Spiritual direction: a cry for help

If anyone makes himself his own master in the spiritual life, he makes himself scholar to a fool. – St Bernard

Having finished English Spirituality, I’ve now moved on to another book by Martin Thornton: Christian Proficiency, which aims to provide a more practical guide to living out the principles of “English spirituality”.

“Proficiency” refers to the spiritual life of “a sound ‘ordinary’ Christian” – one who is neither a beginner in the Christian life, “yet far from perfection”. The framework within which Thornton sees such a Christian engaging in prayer is the threefold “Rule” which he sets out in English Spirituality:

  • Office
  • Mass
  • Private prayer

The last of these is then split into:

  • Mental prayer (such as imaginative or intellectual meditation on the life of Christ or the doctrines of the church)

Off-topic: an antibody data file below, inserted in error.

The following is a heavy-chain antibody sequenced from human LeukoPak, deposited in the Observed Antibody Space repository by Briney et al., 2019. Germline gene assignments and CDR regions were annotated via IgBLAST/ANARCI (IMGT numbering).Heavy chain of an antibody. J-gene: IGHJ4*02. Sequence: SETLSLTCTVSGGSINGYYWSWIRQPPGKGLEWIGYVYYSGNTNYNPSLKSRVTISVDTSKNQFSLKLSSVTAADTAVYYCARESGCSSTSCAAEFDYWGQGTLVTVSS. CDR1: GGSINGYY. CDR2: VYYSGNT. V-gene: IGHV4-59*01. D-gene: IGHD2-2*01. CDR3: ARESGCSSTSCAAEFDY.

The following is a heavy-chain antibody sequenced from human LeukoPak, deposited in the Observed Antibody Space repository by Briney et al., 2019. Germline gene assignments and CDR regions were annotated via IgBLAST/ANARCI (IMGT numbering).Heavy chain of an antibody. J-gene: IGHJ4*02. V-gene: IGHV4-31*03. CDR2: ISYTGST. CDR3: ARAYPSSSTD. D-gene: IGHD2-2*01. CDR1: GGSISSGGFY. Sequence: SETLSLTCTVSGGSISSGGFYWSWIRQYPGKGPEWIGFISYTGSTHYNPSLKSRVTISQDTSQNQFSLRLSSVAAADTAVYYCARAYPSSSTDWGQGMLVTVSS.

• Colloquy (which in turn consists of petition, self-examination and confession, intercession, thanksgiving, and adoration)
  • Recollection (the “practice of the presence of God”, both as specific acts of recollection and as a “habitual” state of the soul)

That may sound like quite a lot to squeeze into one life, and Thornton acknowledges this. His recommended solution consists of two main elements:

  • spiritual direction; and
  • “Rule” (as in following a disciplined, though flexible, “rule of prayer”, rather than following a list of “rules”).

I mentioned a few months ago that I didn’t feel I had a “‘spiritual director’-shaped hole in my life”. I suspected that I was lying (or at least protesting too much) even then, and reading Thornton has made me rethink.

But what is spiritual direction? Thornton is careful to distinguish it from “counselling”, which is usually aimed at addressing specific problems, usually over a finite period of time. Spiritual direction is intended for the ongoing life of the “ordinary” Christian. Similarly, Thornton distinguishes it from individual confession and absolution: while one’s director may also be one’s confessor, this will not always be the case.